David Malouf also enjoy’s writing plays. He wrote librettos for Patrick White’s Voss and for Baa Baa Black Sheep, and in 1988 wrote the play Blood Relations.
Malouf has been a stalwart of Australian literature:
  • In 1987 he was made an Officer of the Order of Australia for his services to literature;
  • Awarded the Pascall Prize for Critical Writing in 1988;
  • In 2000, he received the Neustadt International Prize, awarded writers for the body of works created throughout their literary careers; and
  • In 2008 he won the Australian Publishers Association’s Lloyd O’Neil Award for outstanding service to the Australian book industry.

Despite all his success over four decades, Malouf remains very humble. His thoughts on being a writer:

“I totally reject the idea of being representative in any way. This whole idea of role models. It’s a terrible idea. I don’t like the idea of being some kind of representative consciousness of the country. You do what you do, the way you do it, out of a kind of necessity. I can’t see how that would be useful to anyone else”.
In an interview with the Weekend Australian Magazine in July 2008, Malouf said:
“I knew that the world around you is only uninteresting if you can’t see what is really going on. The place you come from is always the most exotic place you’ll ever encounter because it is the only place where you recognise how many secrets and mysteries there are in people’s lives”.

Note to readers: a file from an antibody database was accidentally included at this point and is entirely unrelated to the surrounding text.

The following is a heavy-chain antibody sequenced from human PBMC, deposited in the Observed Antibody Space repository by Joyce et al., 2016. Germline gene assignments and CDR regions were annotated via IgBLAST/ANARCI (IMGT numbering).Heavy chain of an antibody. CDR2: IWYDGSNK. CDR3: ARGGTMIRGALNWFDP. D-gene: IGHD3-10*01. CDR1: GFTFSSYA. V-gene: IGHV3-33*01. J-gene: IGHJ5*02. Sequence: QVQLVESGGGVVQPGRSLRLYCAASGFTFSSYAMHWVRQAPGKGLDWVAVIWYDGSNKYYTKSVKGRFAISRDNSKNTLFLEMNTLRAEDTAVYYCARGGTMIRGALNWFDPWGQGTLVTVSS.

See this link for video of David Malouf’s speech on Australian culture and writing at the Mildura Writer’s Festival in

Malouf’s latest work Ransom: A Novel was published in 2009.

What happens when a young prince falls in battle and his body is spirited away to be desecrated and dishonoured? His death is the battle price of another young man’s death, but what price dishonour and a father’s grief? In this exquisite gem of a novel, David Malouf shines new light on Homer’s “Iliad”, adding twists and reflections, as well as flashes of earthy humour, to surprise and enchant. His version opens with Achilles, maddened by grief at the death of his friend Patroclus. From the walls of Troy, King Priam watches the body of his son Hector being dragged behind Achilles’ chariot. There must be a way, he thinks, of reclaiming the body – of pitting compromise against heroics, new ways against the old, and of forcing the hand of fate. Dressed simply and in a cart pulled by a mule, an old man sets off for the Greek camp… Lyrical, immediate and heartbreaking, Malouf’s fable engraves the epic themes of the Trojan war onto a perfect miniature – themes of war and heroics, hubris and humanity, chance and fate, the bonds between soldiers, fathers and sons, all newly burnished and brilliantly recast for our times.

Praise for Ransom:

“Lithe, graceful . . . Deeply moving . . . Nothing short of magical. Malouf’s prose is delicate, marvellously alert to the natural world and endowed with a quality that has one name only: wisdom.”
—Sydney Morning Herald

“Fiction, in Malouf’s hands, becomes the art of rendering the world coherent. For this we must be grateful.” —The Australian Literary Review

* I haven’t read a Malouf title yet myself, but I have my eye on An Imaginary Life

A selection of reviews of David Malouf’s titles from other book bloggers:
An Imaginary Life – Shigekuni
Remembering Babylon – A Novel Approach
Ransom – The Historical Novel Review
Ransom – ANZ LitLovers LitBlog

Bibliographic content sourced from; Photo from

The BookDepository